Understanding Self-Harming in Dementia Patients

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As dementia develops, your loved one may start to lose the ability to control their impulses. Such stress can result in in agitation, emotional outburst, or isolation. This can be manifest as verbal or physical abuse towards themselves or others.

It is possible to use physical, chemical or environmental restraints to prevent self-harm, but these methods are not recommended for long-term use or deemed as the first choice of health care professionals. Such treatments can cause an individual to lose skills and abilities, as well as self-esteem and independence. To understand dementia, family members or care providers need to learn about triggers, or specific times of day that may bring agitation.

These changes can often be very frightening. As a caregiver, it is important to build a strong support system, to better support the patient. There is a wealth of professional advice available on dementia and strategies for dealing with each stage.
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Self-Harm in Dementia Patients

 
Watching a friend or family member living with dementia progress can be a very difficult experience. The person may be aware of what’s happening to them to some extent, resulting in distress which can in turn, be difficult for an individual witness. As such, it’s important to remember during this experience to be compassionate with each other, acknowledging all parties involved need support and comfort.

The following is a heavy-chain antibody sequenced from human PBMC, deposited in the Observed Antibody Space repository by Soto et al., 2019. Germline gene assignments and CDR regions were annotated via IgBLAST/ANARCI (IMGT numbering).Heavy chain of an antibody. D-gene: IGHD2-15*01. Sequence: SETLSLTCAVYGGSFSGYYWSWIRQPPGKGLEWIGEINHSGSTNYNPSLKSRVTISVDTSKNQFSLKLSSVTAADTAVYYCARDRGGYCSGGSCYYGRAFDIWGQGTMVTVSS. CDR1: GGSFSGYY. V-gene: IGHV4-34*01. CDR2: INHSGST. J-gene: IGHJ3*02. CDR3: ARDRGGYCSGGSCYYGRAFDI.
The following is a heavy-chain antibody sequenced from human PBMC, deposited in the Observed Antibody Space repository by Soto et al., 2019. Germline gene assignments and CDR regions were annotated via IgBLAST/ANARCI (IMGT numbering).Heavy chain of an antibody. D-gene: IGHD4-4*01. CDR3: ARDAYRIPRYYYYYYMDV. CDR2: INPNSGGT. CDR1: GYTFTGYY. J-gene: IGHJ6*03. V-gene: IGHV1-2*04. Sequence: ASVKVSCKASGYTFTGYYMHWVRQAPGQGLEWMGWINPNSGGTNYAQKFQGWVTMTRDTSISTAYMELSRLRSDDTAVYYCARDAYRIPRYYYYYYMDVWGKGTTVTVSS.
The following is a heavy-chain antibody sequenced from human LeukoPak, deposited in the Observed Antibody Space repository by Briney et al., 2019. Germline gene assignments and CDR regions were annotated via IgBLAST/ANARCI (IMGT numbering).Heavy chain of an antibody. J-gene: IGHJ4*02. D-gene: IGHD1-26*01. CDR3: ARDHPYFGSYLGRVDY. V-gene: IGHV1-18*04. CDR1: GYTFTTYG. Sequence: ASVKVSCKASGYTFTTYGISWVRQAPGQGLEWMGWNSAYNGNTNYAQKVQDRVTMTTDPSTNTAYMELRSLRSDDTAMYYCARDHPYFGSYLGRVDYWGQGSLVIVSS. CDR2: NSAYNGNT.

Providing a Comfortable and Safe Environment

 
Many factors may contribute to or agitate the person’s feelings of security, such as a busy, noisy, or bright environment. It is important for the individual to feel safe. There may be any number of changes you can make that will reduce their anxiety or agitation, such as pictures, aromas, and pets.
 
If cuts and bruises are showing up that you hadn’t noticed before, it will be a good idea to supervise their activities more closely to see if there are certain times or occasions when they are more likely to get agitated or self-harm.
 

Communication

 
Make allowances for the person’s changing communication abilities. If the individual is becoming argumentative, it may help to distract them or to change the subject. If it’s something they still need to talk about, you can make it easier with shorter sentences or simpler words, or by asking questions with simple yes or no answers.
 
Try to keep interactions bright and positive and let them know that they are cared for and supported. While it may not be the relationship you had with them before, your interactions with someone suffering from dementia can still be rich and loving.
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